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Elaine Cooper

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Contemporary landscape fine artist, Elaine Cooper admits to having been engulfed by vivid colours and textures all of her working life, yet surprisingly was never employed as fellow artist and TV presenter, Timmy Mallett’s wardrobe assistant. Originally embarking on a career in textile design, Cooper later turned to fine art as her means of employment and answering an alternative vocational calling, and her work is characterised by a heady mixture of both classical and naïve styles. Yet at the same time, the subject matter remains a pleasing constant, to herself and her loyal followers, and one of mixed landscapes. Be they rolling hills or remarkable high streets, Cooper has historically tackled either with vigour and panache, and as a result of her growing popularity was snapped up by Solomon & Whitehead, then usurped by Buckingham Fine Arts; the respected UK art publishers who represent her and have ensured that she became a listed artist with a strong and successful gallery client base.

Art runs in the family though we soon discover, as it materialises that both of Cooper’s parents were successful artists in their own right, whilst elsewhere in the family there’s a few very accomplished architects to boot. So, accordingly, Cooper and her sister were always actively encouraged to express and nurture our creative talents throughout their childhood. Born in Blackburn in England’s glorious North West, it wasn’t her parental unit who ignited her love of painting; rather her primary school art class exploits which first kindled her passion for it. But as we hinted at the top, on leaving education she instead chose to study textile design and pursue her career within that particular creative discipline for the first chapter of her working life. Working with some of the UK and America’s most well-known textile companies, Cooper quickly built a reputation for creating compelling and exclusive original designs.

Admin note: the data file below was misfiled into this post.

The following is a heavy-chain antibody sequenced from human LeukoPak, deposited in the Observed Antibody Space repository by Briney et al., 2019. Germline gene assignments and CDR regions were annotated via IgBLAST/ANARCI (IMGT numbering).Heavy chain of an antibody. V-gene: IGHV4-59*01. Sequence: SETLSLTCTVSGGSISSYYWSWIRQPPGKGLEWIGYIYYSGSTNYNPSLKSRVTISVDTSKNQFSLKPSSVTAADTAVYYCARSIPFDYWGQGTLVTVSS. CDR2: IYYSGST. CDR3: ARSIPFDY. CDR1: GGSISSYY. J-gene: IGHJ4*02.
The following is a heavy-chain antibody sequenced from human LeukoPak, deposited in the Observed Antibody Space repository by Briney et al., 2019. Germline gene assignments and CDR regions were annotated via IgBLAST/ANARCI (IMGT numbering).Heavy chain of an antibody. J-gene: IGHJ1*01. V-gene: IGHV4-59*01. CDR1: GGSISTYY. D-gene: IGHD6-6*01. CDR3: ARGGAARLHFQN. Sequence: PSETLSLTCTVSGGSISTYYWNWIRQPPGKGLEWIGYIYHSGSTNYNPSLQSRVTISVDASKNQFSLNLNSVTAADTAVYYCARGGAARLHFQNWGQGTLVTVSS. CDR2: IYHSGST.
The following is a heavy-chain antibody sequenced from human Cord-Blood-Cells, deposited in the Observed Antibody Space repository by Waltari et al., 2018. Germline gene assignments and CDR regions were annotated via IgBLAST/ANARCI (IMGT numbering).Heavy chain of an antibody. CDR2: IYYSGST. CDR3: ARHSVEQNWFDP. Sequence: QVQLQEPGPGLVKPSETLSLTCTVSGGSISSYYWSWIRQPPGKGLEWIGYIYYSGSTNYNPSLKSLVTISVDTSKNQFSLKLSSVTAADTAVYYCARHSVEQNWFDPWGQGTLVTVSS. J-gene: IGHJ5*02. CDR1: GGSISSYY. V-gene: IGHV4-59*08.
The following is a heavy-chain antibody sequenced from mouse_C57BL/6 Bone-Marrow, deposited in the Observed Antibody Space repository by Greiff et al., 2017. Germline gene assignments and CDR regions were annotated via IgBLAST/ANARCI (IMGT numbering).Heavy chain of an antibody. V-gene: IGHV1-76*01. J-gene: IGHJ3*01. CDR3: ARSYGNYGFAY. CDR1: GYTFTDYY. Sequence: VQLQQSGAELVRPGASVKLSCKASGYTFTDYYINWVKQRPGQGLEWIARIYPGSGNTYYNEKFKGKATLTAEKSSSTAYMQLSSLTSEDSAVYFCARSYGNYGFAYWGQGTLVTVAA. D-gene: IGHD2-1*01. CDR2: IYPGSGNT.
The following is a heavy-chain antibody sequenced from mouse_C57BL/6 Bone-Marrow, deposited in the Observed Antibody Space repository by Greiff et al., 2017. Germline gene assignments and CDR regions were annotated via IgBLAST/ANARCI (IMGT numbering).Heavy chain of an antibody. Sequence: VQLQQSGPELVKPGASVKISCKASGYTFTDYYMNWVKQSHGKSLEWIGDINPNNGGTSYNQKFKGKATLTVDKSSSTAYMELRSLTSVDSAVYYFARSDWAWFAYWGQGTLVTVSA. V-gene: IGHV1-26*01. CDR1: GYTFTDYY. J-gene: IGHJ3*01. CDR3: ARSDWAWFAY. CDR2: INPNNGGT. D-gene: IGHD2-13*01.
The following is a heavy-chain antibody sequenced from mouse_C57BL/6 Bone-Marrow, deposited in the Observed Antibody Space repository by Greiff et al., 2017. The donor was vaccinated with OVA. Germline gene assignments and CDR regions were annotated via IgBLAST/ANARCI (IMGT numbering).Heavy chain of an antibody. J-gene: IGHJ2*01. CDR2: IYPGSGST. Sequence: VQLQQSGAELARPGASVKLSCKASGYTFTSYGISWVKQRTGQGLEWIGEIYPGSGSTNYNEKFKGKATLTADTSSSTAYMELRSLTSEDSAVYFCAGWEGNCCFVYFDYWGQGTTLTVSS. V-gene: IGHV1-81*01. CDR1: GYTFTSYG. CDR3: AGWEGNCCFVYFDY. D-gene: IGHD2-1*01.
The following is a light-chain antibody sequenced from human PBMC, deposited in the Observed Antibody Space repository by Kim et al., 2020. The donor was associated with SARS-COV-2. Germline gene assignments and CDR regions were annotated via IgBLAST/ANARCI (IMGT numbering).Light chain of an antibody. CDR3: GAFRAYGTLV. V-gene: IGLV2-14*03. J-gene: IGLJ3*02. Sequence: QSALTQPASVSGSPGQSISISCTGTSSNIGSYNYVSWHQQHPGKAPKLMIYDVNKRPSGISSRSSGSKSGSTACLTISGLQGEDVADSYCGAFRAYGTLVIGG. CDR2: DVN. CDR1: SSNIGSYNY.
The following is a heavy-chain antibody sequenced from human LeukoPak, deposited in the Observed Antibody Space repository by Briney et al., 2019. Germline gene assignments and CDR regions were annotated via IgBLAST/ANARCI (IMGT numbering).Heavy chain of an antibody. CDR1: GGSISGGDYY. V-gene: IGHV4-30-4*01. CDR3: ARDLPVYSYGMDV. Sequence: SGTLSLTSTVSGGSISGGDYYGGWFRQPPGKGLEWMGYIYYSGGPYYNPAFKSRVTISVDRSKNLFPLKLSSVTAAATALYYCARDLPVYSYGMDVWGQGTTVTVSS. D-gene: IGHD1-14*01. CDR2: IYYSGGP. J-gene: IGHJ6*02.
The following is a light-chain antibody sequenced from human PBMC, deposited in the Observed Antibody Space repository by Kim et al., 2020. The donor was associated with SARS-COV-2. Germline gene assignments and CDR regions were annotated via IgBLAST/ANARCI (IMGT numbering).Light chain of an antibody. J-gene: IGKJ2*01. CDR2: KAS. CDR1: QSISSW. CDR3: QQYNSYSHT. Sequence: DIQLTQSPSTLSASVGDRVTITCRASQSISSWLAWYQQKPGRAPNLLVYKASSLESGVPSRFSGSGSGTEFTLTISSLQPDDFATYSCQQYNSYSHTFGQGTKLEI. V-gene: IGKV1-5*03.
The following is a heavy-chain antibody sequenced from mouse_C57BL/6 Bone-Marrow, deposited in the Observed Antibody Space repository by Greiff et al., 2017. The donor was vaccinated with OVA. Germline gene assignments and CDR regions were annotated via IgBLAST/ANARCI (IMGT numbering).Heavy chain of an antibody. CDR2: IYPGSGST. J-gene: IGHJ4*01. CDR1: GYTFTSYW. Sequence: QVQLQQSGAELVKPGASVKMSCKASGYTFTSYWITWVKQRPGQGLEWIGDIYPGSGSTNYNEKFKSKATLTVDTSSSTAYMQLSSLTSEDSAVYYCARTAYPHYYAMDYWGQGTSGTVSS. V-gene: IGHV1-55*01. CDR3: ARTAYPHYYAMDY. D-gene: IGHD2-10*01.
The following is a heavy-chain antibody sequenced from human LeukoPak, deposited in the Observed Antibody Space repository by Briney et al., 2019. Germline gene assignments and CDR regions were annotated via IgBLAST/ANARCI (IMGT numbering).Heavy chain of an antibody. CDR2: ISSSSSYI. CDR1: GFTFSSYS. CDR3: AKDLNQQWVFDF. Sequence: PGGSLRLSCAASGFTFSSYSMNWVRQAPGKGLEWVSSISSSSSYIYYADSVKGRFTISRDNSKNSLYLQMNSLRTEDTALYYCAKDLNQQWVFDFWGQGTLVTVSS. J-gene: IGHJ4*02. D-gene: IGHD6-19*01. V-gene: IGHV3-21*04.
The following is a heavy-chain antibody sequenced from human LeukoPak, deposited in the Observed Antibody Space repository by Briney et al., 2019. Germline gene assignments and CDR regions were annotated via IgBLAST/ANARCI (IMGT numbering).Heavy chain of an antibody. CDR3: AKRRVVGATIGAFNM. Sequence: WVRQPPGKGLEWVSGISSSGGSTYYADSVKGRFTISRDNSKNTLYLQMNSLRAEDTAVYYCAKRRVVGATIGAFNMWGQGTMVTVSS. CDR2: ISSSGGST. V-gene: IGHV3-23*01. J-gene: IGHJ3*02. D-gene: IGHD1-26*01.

However Cooper clearly felt something was amiss in terms of her dormant fine art, and therefore made a career change, briefly teaching art. But this in itself wasn’t enough, and she craved the opportunity to follow her heart and return to her first love of painting, which she duly did. Now an established artist, Cooper’s brushes and palettes are the source of bold, vivacious images that positively bounce with rich colours and tangible texture, and thanks to her grounding in textile design she benefits from what can only be described as an exceptional command of composition and colour. Cooper’s default illustrative setting is habitually hot air balloons soaring above either crooked houses or rolling hills and meadows below, and speaking on this very topic Cooper says; “I have always loved these coloured houses and ever since I was a child I have had a fascination with hot air balloons and the mystery they create as they head to pastures new. The colour and appeal of bright flowers such as poppy’s and sunflowers have always been one of my favourite subjects, in these, my most recent paintings I feel I have combined them to great effect” going on to add; “Inspired as they are by the rolling hills of the English countryside where I have spent many happy hours painting and sketching”.

Cooper admits that whilst her style may have evolved or changed to a certain extent over the years since she changed career tack to fine art; she insists that her evocatively coloured and pictorially presented landscapes have continued to provide the visual platform on which to build her familiar pieces. The warm and glowing reds and golds, indicative of the Tuscan hills – incidentally where Cooper opts to relocate to for part of each year to sketch and take photographs – complete with this terrain’s rich vines and burgeoning olive groves provide a welcome contrast and departure from her terribly English street scenes; all higgledy piggledy houses, shops and erstwhile characters enjoying the homeliness of the canvas.

Championing acrylics and oils primarily, Cooper stresses that she tries to paint what she observes around her, albeit with a healthy dose of both artistic license and additional humour on many a compositional occasion, on account of there being such an awful lot of inspiration all around her at any one time. Working out of her home studio, Cooper finds a large part of her transient influences when she accompanies her husband on his work-related travels for up to 6 months at a time, in his capacity as a tour guide across the hills and mountains of Europe. To date, Cooper’s main body of work has been reproduced as limited edition prints for nearly a decade now, with her original pieces being housed in private collections throughout the UK, Europe and North America.